5) Embed in the practice’s patient education, instruction and self-care facilitation expertise in efficiently discussing and following up on patient-centered discussions

    6) Embed in the practice’s counseling activities the ability to counsel patients about which Part-D plan to choose and which health insurance plan to purchase (minus Medicare)

    7) Use a general internist centric and concept driven EMR as the practice’s EMR and optimize its functionality for delivering efficacious brief interventions

    8) Participate in community groups (eg, Rotarians) and recruit community leaders interested in enhancing the value of care that is being delivered to the community

    9) Intersect with the state’s evolving HIE and structure information collection so that disease classification information can be transmitted to an HIE capable of accepting that information. Constantly improve the practice’s ability to collect disease classification information and include that information within the practice’s concept driven EMR.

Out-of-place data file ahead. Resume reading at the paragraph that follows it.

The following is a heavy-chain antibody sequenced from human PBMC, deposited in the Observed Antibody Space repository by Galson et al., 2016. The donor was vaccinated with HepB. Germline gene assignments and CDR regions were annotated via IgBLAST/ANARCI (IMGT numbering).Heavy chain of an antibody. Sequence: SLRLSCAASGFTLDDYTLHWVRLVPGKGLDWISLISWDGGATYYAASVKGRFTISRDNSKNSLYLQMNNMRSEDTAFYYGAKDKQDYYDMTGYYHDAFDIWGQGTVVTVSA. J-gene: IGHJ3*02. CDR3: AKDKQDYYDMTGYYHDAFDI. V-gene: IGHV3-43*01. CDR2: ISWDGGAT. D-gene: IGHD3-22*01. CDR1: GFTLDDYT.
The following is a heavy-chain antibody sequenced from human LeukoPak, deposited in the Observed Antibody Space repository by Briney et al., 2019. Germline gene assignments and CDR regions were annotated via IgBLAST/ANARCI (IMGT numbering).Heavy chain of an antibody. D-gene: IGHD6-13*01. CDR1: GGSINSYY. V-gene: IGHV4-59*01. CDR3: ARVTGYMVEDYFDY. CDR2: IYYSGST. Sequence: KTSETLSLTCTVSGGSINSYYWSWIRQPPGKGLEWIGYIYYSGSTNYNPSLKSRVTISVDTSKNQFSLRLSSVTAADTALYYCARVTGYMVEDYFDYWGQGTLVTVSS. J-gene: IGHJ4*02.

10) Code reponsively with the help of a viable clinical concept parser, emphasize patient communication, use evidence and experience to follow-up on disease classification information by using efficacious brief interventions and systematically track outcomes while emphasizing 24 x 7 continuity of outpatient internal medicine care.

  • Charles,
    I love the different approach. The question I have is how many doctors are going to take these type of unique approaches to healthcare and breakaway from the strong trend towards hospital owned practices?

    I’d love to hear which EMR you’ve chosen to use and how it’s gone for you.

  • There are very few doctors who will go in this direction unless they are very seasoned, very passionate and very persistent.

    The trend toward “hospital owned physicians” will last as long as the hyperprofits last because of “facility codes” and that, I predict, is not much longer.